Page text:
In May 2011, the government reported that a total of 450,000 consumer applications had been processed to redeem eco-points for LED lamps (batteries were also included in this category) worth a total of ¥3.8 billion or $46 million.
The double value of eco-points for LED lamps no doubt attracted consumers to these products. Cultural factors also played a role, however. The Japanese love gadgets and are notorious energy savers. Even electric tea kettles boast energy-saving features! So the novelty of LED lamps held strong appeal.
By April 2011, individuals had submitted 44 million eco-point applications to the government, which were worth ¥621 billion ($7.7 billion) in redeemable eco-points. Despite the popularity of the program, critics maintain it did not save much energy. It’s true that 82% of consumer purchases were for energy-hogging flat-screen TVs. Energy-efficient air conditioners and refrigerators accounted for only 19% of the eligible purchases.
The large proportion of large-screen TV purchases was not a surprise. The government plans to end analog broadcasting by July 2011, and the eco-point program was designed in part to ease consumers into the new system.
The Ministry of Economy, Trade and Industry had been expected to revive the program in the Tohoku and Kanto districts that were hit hardest by the March 2011 tsunami, in order to reduce electricity demand and avoid rolling blackouts in the Tokyo Electric Power Co. service area. But the government finally decided not to reinstate eco-points after determining it would not save enough energy.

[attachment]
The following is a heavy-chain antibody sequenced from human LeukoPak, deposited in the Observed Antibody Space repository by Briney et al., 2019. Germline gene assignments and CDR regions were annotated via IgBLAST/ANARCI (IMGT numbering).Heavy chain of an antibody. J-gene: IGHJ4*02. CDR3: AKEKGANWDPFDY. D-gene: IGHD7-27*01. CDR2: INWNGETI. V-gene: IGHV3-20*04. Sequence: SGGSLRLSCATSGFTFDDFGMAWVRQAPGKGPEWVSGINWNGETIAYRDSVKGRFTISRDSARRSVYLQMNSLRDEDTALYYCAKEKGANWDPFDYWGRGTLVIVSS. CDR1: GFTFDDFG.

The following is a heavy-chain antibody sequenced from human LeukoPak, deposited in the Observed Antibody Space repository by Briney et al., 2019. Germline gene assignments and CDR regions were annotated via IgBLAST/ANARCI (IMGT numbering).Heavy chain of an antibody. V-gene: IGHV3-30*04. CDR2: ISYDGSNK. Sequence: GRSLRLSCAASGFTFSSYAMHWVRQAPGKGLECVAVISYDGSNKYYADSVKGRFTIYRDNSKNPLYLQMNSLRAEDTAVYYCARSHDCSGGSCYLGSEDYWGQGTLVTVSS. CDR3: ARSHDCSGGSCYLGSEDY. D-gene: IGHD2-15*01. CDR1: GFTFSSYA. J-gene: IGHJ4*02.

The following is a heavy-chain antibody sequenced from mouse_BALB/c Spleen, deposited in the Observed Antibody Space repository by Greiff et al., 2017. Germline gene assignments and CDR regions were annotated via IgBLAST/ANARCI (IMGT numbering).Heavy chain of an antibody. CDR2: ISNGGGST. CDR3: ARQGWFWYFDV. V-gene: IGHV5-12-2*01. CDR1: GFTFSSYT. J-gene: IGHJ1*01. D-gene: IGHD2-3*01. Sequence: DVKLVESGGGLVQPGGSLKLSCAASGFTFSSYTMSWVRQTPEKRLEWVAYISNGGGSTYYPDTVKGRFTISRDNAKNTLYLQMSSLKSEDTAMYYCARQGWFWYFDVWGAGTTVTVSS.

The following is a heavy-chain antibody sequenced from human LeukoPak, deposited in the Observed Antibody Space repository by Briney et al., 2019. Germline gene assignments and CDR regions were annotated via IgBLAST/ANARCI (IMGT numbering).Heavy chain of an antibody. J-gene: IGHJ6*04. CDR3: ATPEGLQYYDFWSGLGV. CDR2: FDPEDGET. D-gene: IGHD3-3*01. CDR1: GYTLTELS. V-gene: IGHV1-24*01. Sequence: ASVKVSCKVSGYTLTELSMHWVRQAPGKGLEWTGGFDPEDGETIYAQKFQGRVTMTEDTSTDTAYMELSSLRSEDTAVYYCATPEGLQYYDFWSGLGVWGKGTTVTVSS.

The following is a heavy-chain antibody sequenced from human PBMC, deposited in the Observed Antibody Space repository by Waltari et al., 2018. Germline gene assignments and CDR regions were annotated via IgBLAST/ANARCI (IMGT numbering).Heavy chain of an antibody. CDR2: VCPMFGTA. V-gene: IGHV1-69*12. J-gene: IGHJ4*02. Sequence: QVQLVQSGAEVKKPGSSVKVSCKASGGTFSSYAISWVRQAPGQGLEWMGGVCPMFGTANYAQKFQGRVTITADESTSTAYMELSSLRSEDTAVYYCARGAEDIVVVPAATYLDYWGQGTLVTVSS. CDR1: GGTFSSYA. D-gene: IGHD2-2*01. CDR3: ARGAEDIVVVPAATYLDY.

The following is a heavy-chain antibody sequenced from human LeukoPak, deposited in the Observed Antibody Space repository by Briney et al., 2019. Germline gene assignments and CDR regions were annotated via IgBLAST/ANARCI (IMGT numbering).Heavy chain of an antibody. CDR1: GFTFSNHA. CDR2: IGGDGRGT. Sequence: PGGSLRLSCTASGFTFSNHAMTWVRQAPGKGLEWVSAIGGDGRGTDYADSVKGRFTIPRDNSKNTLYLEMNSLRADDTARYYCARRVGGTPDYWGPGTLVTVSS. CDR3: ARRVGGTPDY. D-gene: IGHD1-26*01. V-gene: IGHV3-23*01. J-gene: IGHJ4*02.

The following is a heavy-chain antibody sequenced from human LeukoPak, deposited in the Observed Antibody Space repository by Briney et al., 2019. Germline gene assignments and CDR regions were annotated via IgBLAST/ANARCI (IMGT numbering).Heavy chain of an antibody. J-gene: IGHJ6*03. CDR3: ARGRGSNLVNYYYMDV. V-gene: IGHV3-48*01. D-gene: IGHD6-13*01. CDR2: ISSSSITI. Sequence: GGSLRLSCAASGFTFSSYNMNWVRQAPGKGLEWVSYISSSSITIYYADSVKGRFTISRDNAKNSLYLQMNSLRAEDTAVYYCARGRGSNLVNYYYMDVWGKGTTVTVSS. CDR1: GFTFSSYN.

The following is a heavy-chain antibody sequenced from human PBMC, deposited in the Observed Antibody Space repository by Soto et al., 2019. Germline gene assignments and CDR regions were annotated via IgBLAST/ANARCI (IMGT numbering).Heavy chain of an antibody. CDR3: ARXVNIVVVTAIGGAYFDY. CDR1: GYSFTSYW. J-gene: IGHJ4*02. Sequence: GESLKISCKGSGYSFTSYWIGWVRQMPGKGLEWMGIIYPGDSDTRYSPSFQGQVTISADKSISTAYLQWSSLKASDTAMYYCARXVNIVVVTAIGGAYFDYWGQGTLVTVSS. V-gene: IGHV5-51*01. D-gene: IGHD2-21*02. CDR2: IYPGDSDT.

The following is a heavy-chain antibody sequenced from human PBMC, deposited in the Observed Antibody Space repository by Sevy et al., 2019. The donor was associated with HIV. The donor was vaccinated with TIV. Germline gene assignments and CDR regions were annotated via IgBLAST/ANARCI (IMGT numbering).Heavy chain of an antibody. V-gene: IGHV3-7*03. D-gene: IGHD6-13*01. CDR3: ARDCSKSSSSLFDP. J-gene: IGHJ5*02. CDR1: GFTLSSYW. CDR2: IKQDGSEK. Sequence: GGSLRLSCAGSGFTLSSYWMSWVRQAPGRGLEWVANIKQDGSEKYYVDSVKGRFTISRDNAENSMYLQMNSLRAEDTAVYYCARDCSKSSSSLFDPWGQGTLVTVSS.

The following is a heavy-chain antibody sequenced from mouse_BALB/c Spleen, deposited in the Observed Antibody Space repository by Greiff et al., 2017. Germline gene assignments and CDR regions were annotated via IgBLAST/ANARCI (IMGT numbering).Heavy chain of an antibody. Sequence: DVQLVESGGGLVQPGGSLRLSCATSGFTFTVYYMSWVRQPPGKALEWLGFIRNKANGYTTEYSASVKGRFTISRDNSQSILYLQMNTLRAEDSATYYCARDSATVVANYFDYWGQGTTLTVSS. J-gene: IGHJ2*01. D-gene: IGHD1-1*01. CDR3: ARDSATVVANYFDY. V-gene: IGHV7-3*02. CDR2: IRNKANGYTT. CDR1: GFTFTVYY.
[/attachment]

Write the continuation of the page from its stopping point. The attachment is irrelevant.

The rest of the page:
Energy-saving potential of LEDs
However, with 7% of its electricity generation now out of commission due to the failure of the Fukushima Dai-ichi nuclear power plant, Japan needs electricity conservation more than ever. A recent report issued by Japan’s Institute of Energy Economics (IEEJ) highlighted the opportunities afforded by LED lighting.
Lighting accounts for 16% of Japan’s electricity consumption. According to the IEEJ, if all lighting in Japan were switched to LEDs, Japan’s electricity consumption could be reduced by 9%. The residential sector presents a prime opportunity, where incandescent lamps account for 29% of the lighting load.
The government of Japan is now reportedly drafting comprehensive energy-saving measures to address the electricity crisis caused by failing nuclear plants. By design, eco-points targeted flat-screen TV purchases that eventually increased household electricity use. However, the LED component of the program demonstrated that significant energy savings and rapid market transformation for home-grown technologies could be achieved by significantly lowering the initial cost of products in a way that appealed to the public’s values.
In sum, in a remarkably short period, Japan’s Eco-point Program quickly built market share for LED lamps, while stimulating the economy and boosting Japan’s LED manufacturing sector. Despite its cultural biases, the Eco-point Program could serve as a model for other national governments seeking to rapidly transform their domestic retail markets for LED lighting.